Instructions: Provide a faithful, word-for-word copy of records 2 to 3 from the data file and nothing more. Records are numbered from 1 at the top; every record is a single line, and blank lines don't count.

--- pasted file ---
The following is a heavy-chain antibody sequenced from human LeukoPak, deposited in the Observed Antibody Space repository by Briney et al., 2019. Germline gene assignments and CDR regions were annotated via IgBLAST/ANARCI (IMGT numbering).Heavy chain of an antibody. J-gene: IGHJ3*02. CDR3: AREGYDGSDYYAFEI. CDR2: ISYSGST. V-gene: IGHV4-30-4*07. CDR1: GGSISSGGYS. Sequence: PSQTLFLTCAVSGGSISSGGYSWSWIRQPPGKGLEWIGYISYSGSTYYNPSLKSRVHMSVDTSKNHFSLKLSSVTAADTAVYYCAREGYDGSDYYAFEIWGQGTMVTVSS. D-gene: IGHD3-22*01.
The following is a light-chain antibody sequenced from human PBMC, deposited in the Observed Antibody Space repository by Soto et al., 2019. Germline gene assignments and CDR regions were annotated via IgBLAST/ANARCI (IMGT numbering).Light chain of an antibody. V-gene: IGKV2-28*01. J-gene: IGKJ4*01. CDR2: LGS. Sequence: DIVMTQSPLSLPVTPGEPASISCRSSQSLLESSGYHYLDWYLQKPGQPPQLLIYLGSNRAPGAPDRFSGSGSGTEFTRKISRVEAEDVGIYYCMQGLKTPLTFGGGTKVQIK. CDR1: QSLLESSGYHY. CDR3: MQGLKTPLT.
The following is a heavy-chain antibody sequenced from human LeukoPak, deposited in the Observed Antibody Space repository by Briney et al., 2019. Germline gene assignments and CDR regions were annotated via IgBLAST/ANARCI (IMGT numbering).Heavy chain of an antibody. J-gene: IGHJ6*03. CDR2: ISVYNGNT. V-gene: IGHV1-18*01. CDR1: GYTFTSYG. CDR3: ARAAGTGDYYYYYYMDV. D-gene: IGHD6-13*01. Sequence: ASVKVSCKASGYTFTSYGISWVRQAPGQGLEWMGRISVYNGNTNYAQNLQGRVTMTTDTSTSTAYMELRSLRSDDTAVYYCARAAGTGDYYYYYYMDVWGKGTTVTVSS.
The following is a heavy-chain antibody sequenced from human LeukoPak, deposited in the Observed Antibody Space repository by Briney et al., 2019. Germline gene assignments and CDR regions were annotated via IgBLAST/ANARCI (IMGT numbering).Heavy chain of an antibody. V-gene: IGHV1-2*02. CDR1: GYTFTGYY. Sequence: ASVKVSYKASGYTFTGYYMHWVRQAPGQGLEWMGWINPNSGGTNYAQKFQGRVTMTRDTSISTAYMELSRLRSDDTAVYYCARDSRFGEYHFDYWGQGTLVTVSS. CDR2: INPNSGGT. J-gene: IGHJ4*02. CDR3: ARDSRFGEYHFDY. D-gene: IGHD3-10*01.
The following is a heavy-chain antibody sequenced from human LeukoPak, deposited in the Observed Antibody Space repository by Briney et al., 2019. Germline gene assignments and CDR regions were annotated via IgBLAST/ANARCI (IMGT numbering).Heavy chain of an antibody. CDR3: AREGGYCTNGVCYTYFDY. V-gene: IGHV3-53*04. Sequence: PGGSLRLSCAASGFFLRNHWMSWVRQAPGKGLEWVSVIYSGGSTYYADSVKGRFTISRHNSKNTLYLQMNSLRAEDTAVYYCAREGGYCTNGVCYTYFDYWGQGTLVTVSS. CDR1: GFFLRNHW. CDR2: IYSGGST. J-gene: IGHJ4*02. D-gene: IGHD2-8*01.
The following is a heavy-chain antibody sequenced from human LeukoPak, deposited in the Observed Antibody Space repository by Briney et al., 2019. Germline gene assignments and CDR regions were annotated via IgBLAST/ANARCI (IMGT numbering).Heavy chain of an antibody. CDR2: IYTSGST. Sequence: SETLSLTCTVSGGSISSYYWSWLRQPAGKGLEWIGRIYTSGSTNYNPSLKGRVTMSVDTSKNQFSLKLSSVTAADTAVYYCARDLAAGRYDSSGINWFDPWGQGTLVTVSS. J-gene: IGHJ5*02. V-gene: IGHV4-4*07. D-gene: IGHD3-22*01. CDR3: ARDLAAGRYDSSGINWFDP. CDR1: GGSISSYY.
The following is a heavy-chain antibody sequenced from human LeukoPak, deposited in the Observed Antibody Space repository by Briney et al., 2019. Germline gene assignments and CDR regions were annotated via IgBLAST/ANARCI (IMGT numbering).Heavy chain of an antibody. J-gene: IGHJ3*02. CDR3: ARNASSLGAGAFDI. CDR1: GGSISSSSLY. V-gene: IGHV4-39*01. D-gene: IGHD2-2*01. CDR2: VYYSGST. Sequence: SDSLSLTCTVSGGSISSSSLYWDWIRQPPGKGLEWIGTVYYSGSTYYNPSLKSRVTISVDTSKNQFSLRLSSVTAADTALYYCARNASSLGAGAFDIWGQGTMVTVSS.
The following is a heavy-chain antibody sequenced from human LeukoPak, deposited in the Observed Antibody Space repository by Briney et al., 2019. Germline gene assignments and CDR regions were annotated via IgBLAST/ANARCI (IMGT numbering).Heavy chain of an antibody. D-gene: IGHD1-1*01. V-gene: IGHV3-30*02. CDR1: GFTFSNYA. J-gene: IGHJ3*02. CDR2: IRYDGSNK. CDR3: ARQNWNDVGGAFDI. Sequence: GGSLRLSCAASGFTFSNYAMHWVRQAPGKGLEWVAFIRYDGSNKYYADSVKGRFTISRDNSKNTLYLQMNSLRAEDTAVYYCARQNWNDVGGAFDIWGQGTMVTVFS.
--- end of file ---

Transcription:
The following is a light-chain antibody sequenced from human PBMC, deposited in the Observed Antibody Space repository by Soto et al., 2019. Germline gene assignments and CDR regions were annotated via IgBLAST/ANARCI (IMGT numbering).Light chain of an antibody. V-gene: IGKV2-28*01. J-gene: IGKJ4*01. CDR2: LGS. Sequence: DIVMTQSPLSLPVTPGEPASISCRSSQSLLESSGYHYLDWYLQKPGQPPQLLIYLGSNRAPGAPDRFSGSGSGTEFTRKISRVEAEDVGIYYCMQGLKTPLTFGGGTKVQIK. CDR1: QSLLESSGYHY. CDR3: MQGLKTPLT.
The following is a heavy-chain antibody sequenced from human LeukoPak, deposited in the Observed Antibody Space repository by Briney et al., 2019. Germline gene assignments and CDR regions were annotated via IgBLAST/ANARCI (IMGT numbering).Heavy chain of an antibody. J-gene: IGHJ6*03. CDR2: ISVYNGNT. V-gene: IGHV1-18*01. CDR1: GYTFTSYG. CDR3: ARAAGTGDYYYYYYMDV. D-gene: IGHD6-13*01. Sequence: ASVKVSCKASGYTFTSYGISWVRQAPGQGLEWMGRISVYNGNTNYAQNLQGRVTMTTDTSTSTAYMELRSLRSDDTAVYYCARAAGTGDYYYYYYMDVWGKGTTVTVSS.